Not the End of the Line for “T Plays V: Last Call”

Winning play: “SL1 12:32am,” Greer Rooney and Kevin LaVelle, Photo by Meg Taintor

Presented by Mill 6 Collaborative
Artistic directed by John Edward O’Brien
Co-managing directors: Irene Daly, Antoine A. Gagnon

Aug. 21-31, 2013
The Boston Playwright’s Theatre
Boston, MA
Mill 6 Collaborative on Facebook

Written by : Lisa Burdick, Patrick Gabridge, Emily Kaye Lazzaro, Alexa Mavromatis, Bob Murphy, Rick Park

Plays directed by: Barlow Adamson, Matt Chapuran, Mikey DiLoreto, Lindsay Eagle, Kathy Maloney, Kim Anton Myatt

Actors: Jake Athyal, Irene Daly, Jillian C. Couillard, Kelley Estes, Kevin LaVelle, Lonnie McAdoo, Mal Malme, Janelle Mills, Bob Mussett,Jason Myatt, Greer Rooney, Forrest Walter, Stephanie Yackovetsky

Review by Kitty Drexel

My apologies to the cast and crew of T Plays. I had intended to get this review out several days ago. Life interceded and prevented me from doing ago. Please accept this as compensation.

(Boston) The MBTA has its own special kind of magic that transcends beyond the brilliance of a puppy’s smile or the tragedy of a dropped ice cream cone. It affects us all, pedestrian, car-driver and commuter alike. It’s a wonder that local transit hasn’t inspired more art in Boston. That is where Mill 6 Collaborative steps in. This theatre troupe brought us six 1-act plays all inspired by the MBTA in its many forms. The playwrights pick a bus or T line out of a hat, ride the last trip of the evening and write a short play based on their experiences. They hand the show over to their assigned directors and actors who then churn out theatre for an audience three days later. The audience then votes* for their favorite. The play that wins gets to brag and return for the next round in 2014.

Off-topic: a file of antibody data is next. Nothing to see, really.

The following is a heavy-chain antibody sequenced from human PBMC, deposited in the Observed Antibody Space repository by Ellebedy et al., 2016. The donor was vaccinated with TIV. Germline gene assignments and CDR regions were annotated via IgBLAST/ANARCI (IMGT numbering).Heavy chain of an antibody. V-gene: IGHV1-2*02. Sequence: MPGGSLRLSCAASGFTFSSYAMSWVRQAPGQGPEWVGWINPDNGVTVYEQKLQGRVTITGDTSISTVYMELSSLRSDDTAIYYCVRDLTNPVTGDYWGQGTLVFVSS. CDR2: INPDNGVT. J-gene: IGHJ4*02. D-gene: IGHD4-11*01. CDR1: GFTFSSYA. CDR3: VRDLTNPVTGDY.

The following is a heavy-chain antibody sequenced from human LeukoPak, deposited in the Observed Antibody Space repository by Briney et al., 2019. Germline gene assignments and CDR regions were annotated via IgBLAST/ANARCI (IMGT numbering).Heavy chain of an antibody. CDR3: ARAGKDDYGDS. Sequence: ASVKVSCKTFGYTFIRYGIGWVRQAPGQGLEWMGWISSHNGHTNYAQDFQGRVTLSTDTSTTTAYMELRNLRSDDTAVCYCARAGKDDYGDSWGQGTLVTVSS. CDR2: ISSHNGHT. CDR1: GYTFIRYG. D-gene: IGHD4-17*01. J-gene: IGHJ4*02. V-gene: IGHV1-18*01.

This year’s lineup featured drama inspired by the SL1, 47 Bus (Central Square to Southie) and all 4 train lines during rush hour. Most of the plays were humorous, successful pieces of theatre. All pondered real-life fears and truths. The winning play, SL1 12:32am for example, was about the different types of people one meets on the bus. Delia (Greer Rooney) expects Max (Kevin LaVelle) to be a regular loony. She expects that her trip to Terminal A will be miserable. What she learns is that not all extroverted late-night talkers have an agenda aside from making a human connection. The show was a sweet dollop of positive perspective. Boston commuters expect other travelers to be crazy. Most of us are just people taking getting from point A to B. 

Last Train was not a successful piece of theatre – yet. This is important to mention because it was the only play to discuss the dangers of riding the T. Not every crime committed on MBTA premises makes The Metro or other worthy news sources but it is fairly common to see fights break out at Ruggles or after the bars close in Southie. There are shootings, muggings, rapes, etc. ad naseum. Boston is a city. If these things didn’t happen that would be news. Last Train accomplishes what the other shows do not: it forces the audience to acknowledge the dangers we face by stepping onto the platform. The criminal stereotype looks like Joe Normal: average height, average weight, average crazy eyes but that doesn’t mean the person who is a threat is average. This particular play could use a few more edits but playwright Rick Park’s subject matter was a brave choice. Rather than tell us about danger. He showed us.

There were 6 plays in total. All were worth seeing. Some such as What Does A Princess Have To Do To Get Some Enchantment Around Here? are a snippet of  what appear to be full-length plays. This strange little nugget tells the abbreviated story of two JP farmers who capture the attention of a fairy princess on the Orange Line. It was cute but weird, very JP/Somerville. The 10 – 15 minute stretch the audience gets to see doesn’t make total sense but has the creative potential to fill up 90 minutes with laughs. 

The T is something we can all relate to whether we take it regularly or not. It is a staple of Boston life. Its fluctuation can change a good day into bad or vice versa. The rhythms of its life dictate ours. This show should have a following as crazily devoted as T: An MBTA Musical. Heaven knows that rush hour gets so hectic that if we aren’t laughing, we’re crying. So, why doesn’t Mill 6 Collaborative advertise more/better? I don’t know. It should because all of the seats would have been full. This was a great way to blow off steam – especially now that the rabid, vastly traffic-ignorant students have returned to Boston.

*My personal favorites were: The Duck’s Autoreply and All the Way to Wonderland. I am not telling you who I voted for.





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